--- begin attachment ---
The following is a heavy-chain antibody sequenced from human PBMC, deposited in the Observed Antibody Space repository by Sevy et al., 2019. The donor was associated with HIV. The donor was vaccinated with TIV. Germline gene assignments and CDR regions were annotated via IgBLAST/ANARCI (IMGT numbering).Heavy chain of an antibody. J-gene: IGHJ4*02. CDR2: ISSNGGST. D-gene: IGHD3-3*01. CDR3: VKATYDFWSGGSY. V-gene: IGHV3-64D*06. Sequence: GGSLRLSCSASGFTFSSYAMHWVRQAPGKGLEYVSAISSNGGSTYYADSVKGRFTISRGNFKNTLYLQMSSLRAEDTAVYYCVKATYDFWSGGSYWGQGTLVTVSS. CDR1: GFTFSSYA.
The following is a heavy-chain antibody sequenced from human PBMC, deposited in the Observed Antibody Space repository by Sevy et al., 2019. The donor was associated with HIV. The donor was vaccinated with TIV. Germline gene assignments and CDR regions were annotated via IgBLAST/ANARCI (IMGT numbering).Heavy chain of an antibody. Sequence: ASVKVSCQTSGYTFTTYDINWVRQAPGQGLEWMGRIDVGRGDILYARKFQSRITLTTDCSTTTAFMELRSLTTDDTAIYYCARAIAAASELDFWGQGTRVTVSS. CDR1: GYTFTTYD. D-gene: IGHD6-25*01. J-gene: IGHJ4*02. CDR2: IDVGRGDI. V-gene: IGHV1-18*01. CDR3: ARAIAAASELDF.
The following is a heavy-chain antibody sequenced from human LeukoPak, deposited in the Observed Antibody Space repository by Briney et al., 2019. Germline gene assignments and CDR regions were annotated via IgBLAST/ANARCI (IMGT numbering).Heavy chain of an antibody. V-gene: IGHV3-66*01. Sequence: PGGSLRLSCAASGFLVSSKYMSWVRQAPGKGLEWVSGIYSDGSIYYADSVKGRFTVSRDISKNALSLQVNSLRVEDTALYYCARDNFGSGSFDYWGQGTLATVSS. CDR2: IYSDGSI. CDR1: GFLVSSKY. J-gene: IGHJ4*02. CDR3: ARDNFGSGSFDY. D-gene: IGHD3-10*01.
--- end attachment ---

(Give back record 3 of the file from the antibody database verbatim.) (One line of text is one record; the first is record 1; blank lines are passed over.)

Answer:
The following is a heavy-chain antibody sequenced from human LeukoPak, deposited in the Observed Antibody Space repository by Briney et al., 2019. Germline gene assignments and CDR regions were annotated via IgBLAST/ANARCI (IMGT numbering).Heavy chain of an antibody. V-gene: IGHV3-66*01. Sequence: PGGSLRLSCAASGFLVSSKYMSWVRQAPGKGLEWVSGIYSDGSIYYADSVKGRFTVSRDISKNALSLQVNSLRVEDTALYYCARDNFGSGSFDYWGQGTLATVSS. CDR2: IYSDGSI. CDR1: GFLVSSKY. J-gene: IGHJ4*02. CDR3: ARDNFGSGSFDY. D-gene: IGHD3-10*01.